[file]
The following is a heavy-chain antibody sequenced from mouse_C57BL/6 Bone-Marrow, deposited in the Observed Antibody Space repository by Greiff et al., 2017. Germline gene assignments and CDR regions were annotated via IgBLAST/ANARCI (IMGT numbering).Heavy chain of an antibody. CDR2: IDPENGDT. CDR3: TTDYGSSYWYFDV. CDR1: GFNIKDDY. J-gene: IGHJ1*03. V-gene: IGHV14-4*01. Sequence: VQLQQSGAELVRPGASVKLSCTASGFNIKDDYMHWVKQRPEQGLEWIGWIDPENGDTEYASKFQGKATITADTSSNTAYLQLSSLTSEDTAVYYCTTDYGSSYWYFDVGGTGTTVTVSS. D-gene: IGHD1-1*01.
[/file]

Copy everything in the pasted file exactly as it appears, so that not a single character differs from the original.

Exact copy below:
The following is a heavy-chain antibody sequenced from mouse_C57BL/6 Bone-Marrow, deposited in the Observed Antibody Space repository by Greiff et al., 2017. Germline gene assignments and CDR regions were annotated via IgBLAST/ANARCI (IMGT numbering).Heavy chain of an antibody. CDR2: IDPENGDT. CDR3: TTDYGSSYWYFDV. CDR1: GFNIKDDY. J-gene: IGHJ1*03. V-gene: IGHV14-4*01. Sequence: VQLQQSGAELVRPGASVKLSCTASGFNIKDDYMHWVKQRPEQGLEWIGWIDPENGDTEYASKFQGKATITADTSSNTAYLQLSSLTSEDTAVYYCTTDYGSSYWYFDVGGTGTTVTVSS. D-gene: IGHD1-1*01.